Individual carbon atoms have an incomplete outermost electron shell. With an atomic number of 6 (six electrons and six protons), the first two electrons fill the inner shell, leaving four in the second shell. Therefore, carbon atoms can form four covalent bonds with other atoms to satisfy the octet rule. The methane molecule provides an example: it has the chemical formula CH4. Each of its four hydrogen atoms forms a single covalent bond with the carbon atom by sharing a pair of electrons. This results in a filled outermost shell.

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Structure of Methane: Methane has a tetrahedral geometry, with each of the four hydrogen atoms spaced 109.5° apart.

Hydrocarbons

Hydrocarbons are important molecules that can form chains and rings due to the bonding patterns of carbon atoms.

Learning Objectives

Discuss the role of hydrocarbons in biomacromolecules

Key Takeaways

Key Points

  • Hydrocarbons are molecules that contain only carbon and hydrogen.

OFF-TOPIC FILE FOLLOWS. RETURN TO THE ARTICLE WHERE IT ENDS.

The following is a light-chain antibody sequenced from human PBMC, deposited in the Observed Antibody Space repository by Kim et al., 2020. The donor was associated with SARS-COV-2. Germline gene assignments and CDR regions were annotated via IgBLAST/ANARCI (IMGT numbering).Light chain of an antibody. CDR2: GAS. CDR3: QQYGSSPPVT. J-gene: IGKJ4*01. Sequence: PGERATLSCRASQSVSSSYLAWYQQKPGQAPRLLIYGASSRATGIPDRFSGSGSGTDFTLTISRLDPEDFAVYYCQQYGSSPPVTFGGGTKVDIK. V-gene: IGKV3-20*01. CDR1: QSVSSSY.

• Due to carbon’s unique bonding patterns, hydrocarbons can have single, double, or triple bonds between the carbon atoms.
  • The names of hydrocarbons with single bonds end in “-ane,” those with double bonds end in “-ene,” and those with triple bonds end in “-yne”.
  • The bonding of hydrocarbons allows them to form rings or chains.

Key Terms

  • covalent bond: A type of chemical bond where two atoms are connected to each other by the sharing of two or more electrons.
  • aliphatic: Of a class of organic compounds in which the carbon atoms are arranged in an open chain.
  • aromatic: Having a closed ring of alternate single and double bonds with delocalized electrons.

Hydrocarbons